Ford survived without federal help and has thrived since, posting pretax profits for 14 consecutive quarters through the end of 2012, while improving revenue and market share.

G.M., the largest American car company, paid Daniel Akerson, its chairman and chief executive, about $11 million last year.

The company has not yet revealed its compensation data for 2012, but last month submitted documents to Congress that said it was proposing to pay Mr. Akerson $11.1 million this year.

G.M. said that figure was the same level as Mr. Akerson received in 2012, making his compensation among the highest for seven bailed-out companies that remain under pay restrictions imposed by the Treasury Department.

Chrysler’s chief executive, Sergio Marchionne, received $1.2 million in compensation in 2012. That does not include his pay as chief executive of Chrysler’s parent company, the Italian automaker Fiat.

The pay levels at G.M. and Ford far exceed what the companies were paying their executives a few years ago, when the automakers were losing billions of dollars, shutting factories and eliminating thousands of hourly and salaried jobs.

In 2005, for example, Mr. Ford, who then served as chief executive and chairman of Ford, agreed to take no compensation until the company became profitable again.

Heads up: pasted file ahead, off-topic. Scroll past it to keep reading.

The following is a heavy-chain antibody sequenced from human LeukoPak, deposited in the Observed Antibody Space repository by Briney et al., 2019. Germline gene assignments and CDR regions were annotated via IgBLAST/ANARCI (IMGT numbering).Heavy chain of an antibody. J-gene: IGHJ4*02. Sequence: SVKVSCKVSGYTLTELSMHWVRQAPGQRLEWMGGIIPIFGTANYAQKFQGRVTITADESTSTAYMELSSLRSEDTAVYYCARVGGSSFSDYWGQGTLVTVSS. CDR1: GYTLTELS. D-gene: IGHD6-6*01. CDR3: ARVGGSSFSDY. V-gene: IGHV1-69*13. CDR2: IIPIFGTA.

He then recruited Mr. Mulally from the aircraft company Boeing, a move that started Ford’s revival.

Since joining Ford, Mr. Mulally has earned more than $160 million in compensation. He also has been given stock awards totaling about $126 million, according to figures compiled by Bloomberg News Service.

“We believe our 2012 performance clearly shows our management team performed exceedingly well in a difficult environment,” Ford said in a statement.

Mr. Mulally has indicated that he will retire from Ford by 2014. The odds-on choice to succeed him is Mark Fields, who was promoted to chief operating officer in December after leading the company’s Americas division for several years.

Mr. Fields earned about $8.6 million in total compensation from Ford in 2012, a slight increase from the previous year.

The healthy pay packages come as Ford and other automakers anticipate another strong year in the revitalized American car market.

Sales of all new vehicles have risen 8 percent through February, compared with the same period a year ago. The industry is on track to sell more than 15 million new cars and trucks in 2013 — the first time that level has been reached since 2007.